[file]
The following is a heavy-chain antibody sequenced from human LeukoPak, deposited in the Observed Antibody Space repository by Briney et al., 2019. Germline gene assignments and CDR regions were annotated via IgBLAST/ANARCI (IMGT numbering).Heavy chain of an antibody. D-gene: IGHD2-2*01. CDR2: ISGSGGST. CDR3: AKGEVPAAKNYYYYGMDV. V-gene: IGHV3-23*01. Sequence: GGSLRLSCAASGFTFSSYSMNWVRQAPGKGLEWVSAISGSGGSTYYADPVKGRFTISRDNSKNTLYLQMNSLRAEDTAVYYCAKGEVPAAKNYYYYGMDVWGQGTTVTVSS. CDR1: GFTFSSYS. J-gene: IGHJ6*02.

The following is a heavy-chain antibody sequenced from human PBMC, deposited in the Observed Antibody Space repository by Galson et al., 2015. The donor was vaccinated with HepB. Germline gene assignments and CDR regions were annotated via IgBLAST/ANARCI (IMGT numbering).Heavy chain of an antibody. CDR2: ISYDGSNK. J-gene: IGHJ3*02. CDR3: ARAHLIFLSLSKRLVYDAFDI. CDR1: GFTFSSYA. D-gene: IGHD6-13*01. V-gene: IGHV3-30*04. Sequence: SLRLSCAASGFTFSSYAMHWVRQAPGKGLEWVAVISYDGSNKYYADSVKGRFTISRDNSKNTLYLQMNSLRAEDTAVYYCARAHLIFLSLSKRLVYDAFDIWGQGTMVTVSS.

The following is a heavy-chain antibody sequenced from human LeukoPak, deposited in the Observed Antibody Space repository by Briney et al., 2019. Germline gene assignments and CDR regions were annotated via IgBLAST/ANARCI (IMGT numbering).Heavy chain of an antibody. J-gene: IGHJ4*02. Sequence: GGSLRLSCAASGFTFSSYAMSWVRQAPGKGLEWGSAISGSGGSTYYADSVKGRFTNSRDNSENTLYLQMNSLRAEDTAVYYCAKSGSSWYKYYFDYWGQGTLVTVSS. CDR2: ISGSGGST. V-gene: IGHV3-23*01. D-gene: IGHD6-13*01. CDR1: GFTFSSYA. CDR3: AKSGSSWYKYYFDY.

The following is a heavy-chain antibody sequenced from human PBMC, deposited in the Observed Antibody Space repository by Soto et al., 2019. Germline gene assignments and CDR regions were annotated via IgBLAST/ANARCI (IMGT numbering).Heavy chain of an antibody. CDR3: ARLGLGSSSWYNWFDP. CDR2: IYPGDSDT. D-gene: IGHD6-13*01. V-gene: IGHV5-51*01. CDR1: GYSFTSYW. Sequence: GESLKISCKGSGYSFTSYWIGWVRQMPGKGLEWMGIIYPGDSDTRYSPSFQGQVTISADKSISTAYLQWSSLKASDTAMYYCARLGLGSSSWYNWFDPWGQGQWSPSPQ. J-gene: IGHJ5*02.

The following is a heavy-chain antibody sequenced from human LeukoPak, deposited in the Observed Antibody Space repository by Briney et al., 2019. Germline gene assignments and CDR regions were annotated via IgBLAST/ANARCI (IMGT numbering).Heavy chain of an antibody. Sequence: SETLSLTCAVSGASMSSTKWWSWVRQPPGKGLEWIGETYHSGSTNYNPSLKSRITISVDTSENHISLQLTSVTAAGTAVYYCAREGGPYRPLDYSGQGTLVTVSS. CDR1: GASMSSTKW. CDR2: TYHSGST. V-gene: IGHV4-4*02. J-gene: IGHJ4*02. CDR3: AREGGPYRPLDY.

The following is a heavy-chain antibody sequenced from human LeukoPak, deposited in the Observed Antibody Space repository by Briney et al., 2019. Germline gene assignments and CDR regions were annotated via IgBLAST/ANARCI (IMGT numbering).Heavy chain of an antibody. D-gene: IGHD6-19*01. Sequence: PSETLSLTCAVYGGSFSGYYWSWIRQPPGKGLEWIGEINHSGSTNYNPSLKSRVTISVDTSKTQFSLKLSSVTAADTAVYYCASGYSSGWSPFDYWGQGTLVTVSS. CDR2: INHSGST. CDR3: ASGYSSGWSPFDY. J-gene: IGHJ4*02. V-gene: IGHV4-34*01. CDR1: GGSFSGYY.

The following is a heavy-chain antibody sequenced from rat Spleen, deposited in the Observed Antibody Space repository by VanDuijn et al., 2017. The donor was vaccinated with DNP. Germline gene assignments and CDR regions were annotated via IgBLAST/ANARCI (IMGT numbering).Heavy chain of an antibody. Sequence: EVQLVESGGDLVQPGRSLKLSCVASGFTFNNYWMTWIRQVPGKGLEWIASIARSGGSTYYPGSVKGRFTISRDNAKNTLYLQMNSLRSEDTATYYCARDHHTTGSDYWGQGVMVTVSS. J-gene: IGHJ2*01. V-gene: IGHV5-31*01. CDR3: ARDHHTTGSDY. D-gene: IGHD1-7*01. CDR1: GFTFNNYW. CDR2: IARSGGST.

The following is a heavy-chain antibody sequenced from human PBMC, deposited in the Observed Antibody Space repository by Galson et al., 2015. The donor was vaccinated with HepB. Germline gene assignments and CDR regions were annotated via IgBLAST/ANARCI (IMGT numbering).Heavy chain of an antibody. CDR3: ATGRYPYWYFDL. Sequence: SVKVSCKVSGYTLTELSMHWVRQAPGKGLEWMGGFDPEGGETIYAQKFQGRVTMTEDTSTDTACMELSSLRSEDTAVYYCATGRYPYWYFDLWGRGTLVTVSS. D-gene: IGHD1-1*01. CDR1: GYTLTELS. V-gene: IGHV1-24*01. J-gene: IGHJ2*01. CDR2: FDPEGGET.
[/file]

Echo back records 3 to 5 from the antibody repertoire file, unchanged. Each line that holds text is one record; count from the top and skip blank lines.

The following is a heavy-chain antibody sequenced from human LeukoPak, deposited in the Observed Antibody Space repository by Briney et al., 2019. Germline gene assignments and CDR regions were annotated via IgBLAST/ANARCI (IMGT numbering).Heavy chain of an antibody. J-gene: IGHJ4*02. Sequence: GGSLRLSCAASGFTFSSYAMSWVRQAPGKGLEWGSAISGSGGSTYYADSVKGRFTNSRDNSENTLYLQMNSLRAEDTAVYYCAKSGSSWYKYYFDYWGQGTLVTVSS. CDR2: ISGSGGST. V-gene: IGHV3-23*01. D-gene: IGHD6-13*01. CDR1: GFTFSSYA. CDR3: AKSGSSWYKYYFDY.

The following is a heavy-chain antibody sequenced from human PBMC, deposited in the Observed Antibody Space repository by Soto et al., 2019. Germline gene assignments and CDR regions were annotated via IgBLAST/ANARCI (IMGT numbering).Heavy chain of an antibody. CDR3: ARLGLGSSSWYNWFDP. CDR2: IYPGDSDT. D-gene: IGHD6-13*01. V-gene: IGHV5-51*01. CDR1: GYSFTSYW. Sequence: GESLKISCKGSGYSFTSYWIGWVRQMPGKGLEWMGIIYPGDSDTRYSPSFQGQVTISADKSISTAYLQWSSLKASDTAMYYCARLGLGSSSWYNWFDPWGQGQWSPSPQ. J-gene: IGHJ5*02.

The following is a heavy-chain antibody sequenced from human LeukoPak, deposited in the Observed Antibody Space repository by Briney et al., 2019. Germline gene assignments and CDR regions were annotated via IgBLAST/ANARCI (IMGT numbering).Heavy chain of an antibody. Sequence: SETLSLTCAVSGASMSSTKWWSWVRQPPGKGLEWIGETYHSGSTNYNPSLKSRITISVDTSENHISLQLTSVTAAGTAVYYCAREGGPYRPLDYSGQGTLVTVSS. CDR1: GASMSSTKW. CDR2: TYHSGST. V-gene: IGHV4-4*02. J-gene: IGHJ4*02. CDR3: AREGGPYRPLDY.